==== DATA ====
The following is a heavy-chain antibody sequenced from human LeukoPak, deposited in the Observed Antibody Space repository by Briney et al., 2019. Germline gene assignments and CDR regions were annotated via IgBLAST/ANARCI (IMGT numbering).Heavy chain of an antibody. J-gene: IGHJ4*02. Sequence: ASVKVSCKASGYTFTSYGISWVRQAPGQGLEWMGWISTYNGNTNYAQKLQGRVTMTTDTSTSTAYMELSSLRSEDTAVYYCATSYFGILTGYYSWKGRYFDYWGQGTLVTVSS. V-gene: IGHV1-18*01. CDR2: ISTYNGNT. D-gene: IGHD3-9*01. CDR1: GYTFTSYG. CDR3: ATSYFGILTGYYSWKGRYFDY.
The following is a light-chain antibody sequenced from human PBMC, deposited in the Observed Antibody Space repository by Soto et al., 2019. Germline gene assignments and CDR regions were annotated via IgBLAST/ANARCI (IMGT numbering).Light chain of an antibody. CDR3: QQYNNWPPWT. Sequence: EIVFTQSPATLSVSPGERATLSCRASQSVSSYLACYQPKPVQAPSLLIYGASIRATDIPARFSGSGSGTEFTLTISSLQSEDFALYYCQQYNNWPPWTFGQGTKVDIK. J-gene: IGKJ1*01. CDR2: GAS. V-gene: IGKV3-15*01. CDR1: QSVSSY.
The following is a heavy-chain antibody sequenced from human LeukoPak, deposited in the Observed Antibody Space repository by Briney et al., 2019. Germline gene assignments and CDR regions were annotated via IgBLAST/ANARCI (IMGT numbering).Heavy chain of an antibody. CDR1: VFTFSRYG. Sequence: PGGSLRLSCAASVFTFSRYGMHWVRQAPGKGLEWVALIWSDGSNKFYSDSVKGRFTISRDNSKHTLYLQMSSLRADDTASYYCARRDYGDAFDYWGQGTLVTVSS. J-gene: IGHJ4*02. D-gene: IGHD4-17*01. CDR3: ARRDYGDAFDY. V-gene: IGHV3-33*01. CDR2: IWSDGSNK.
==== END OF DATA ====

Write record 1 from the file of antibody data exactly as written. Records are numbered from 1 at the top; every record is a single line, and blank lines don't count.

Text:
The following is a heavy-chain antibody sequenced from human LeukoPak, deposited in the Observed Antibody Space repository by Briney et al., 2019. Germline gene assignments and CDR regions were annotated via IgBLAST/ANARCI (IMGT numbering).Heavy chain of an antibody. J-gene: IGHJ4*02. Sequence: ASVKVSCKASGYTFTSYGISWVRQAPGQGLEWMGWISTYNGNTNYAQKLQGRVTMTTDTSTSTAYMELSSLRSEDTAVYYCATSYFGILTGYYSWKGRYFDYWGQGTLVTVSS. V-gene: IGHV1-18*01. CDR2: ISTYNGNT. D-gene: IGHD3-9*01. CDR1: GYTFTSYG. CDR3: ATSYFGILTGYYSWKGRYFDY.